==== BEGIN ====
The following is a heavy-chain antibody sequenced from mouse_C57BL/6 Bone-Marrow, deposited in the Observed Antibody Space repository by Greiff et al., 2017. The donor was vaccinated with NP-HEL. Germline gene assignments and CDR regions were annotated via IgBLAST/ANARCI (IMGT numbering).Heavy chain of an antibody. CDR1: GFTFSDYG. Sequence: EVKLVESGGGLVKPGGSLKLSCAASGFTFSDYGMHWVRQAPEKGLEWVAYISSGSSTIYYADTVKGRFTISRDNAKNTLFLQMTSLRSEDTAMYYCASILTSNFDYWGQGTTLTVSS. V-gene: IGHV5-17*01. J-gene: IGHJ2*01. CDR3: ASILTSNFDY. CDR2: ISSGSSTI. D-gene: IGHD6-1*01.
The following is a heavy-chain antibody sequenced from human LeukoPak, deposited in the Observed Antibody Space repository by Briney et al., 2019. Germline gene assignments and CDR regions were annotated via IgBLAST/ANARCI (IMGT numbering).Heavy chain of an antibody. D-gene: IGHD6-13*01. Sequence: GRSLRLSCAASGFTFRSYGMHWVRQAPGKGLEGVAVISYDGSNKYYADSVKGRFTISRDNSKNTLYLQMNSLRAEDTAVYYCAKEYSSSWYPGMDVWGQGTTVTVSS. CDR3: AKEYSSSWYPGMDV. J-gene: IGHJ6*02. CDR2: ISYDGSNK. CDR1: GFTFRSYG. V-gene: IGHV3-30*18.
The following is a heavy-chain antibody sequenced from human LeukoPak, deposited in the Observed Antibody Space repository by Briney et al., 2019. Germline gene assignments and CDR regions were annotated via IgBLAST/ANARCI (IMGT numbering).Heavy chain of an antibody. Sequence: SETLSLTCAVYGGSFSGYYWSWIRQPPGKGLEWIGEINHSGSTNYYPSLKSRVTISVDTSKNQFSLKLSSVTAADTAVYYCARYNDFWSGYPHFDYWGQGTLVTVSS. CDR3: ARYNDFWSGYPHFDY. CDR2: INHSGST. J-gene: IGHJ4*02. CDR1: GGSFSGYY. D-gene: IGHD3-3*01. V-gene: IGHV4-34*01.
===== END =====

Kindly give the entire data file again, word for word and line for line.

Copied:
The following is a heavy-chain antibody sequenced from mouse_C57BL/6 Bone-Marrow, deposited in the Observed Antibody Space repository by Greiff et al., 2017. The donor was vaccinated with NP-HEL. Germline gene assignments and CDR regions were annotated via IgBLAST/ANARCI (IMGT numbering).Heavy chain of an antibody. CDR1: GFTFSDYG. Sequence: EVKLVESGGGLVKPGGSLKLSCAASGFTFSDYGMHWVRQAPEKGLEWVAYISSGSSTIYYADTVKGRFTISRDNAKNTLFLQMTSLRSEDTAMYYCASILTSNFDYWGQGTTLTVSS. V-gene: IGHV5-17*01. J-gene: IGHJ2*01. CDR3: ASILTSNFDY. CDR2: ISSGSSTI. D-gene: IGHD6-1*01.
The following is a heavy-chain antibody sequenced from human LeukoPak, deposited in the Observed Antibody Space repository by Briney et al., 2019. Germline gene assignments and CDR regions were annotated via IgBLAST/ANARCI (IMGT numbering).Heavy chain of an antibody. D-gene: IGHD6-13*01. Sequence: GRSLRLSCAASGFTFRSYGMHWVRQAPGKGLEGVAVISYDGSNKYYADSVKGRFTISRDNSKNTLYLQMNSLRAEDTAVYYCAKEYSSSWYPGMDVWGQGTTVTVSS. CDR3: AKEYSSSWYPGMDV. J-gene: IGHJ6*02. CDR2: ISYDGSNK. CDR1: GFTFRSYG. V-gene: IGHV3-30*18.
The following is a heavy-chain antibody sequenced from human LeukoPak, deposited in the Observed Antibody Space repository by Briney et al., 2019. Germline gene assignments and CDR regions were annotated via IgBLAST/ANARCI (IMGT numbering).Heavy chain of an antibody. Sequence: SETLSLTCAVYGGSFSGYYWSWIRQPPGKGLEWIGEINHSGSTNYYPSLKSRVTISVDTSKNQFSLKLSSVTAADTAVYYCARYNDFWSGYPHFDYWGQGTLVTVSS. CDR3: ARYNDFWSGYPHFDY. CDR2: INHSGST. J-gene: IGHJ4*02. CDR1: GGSFSGYY. D-gene: IGHD3-3*01. V-gene: IGHV4-34*01.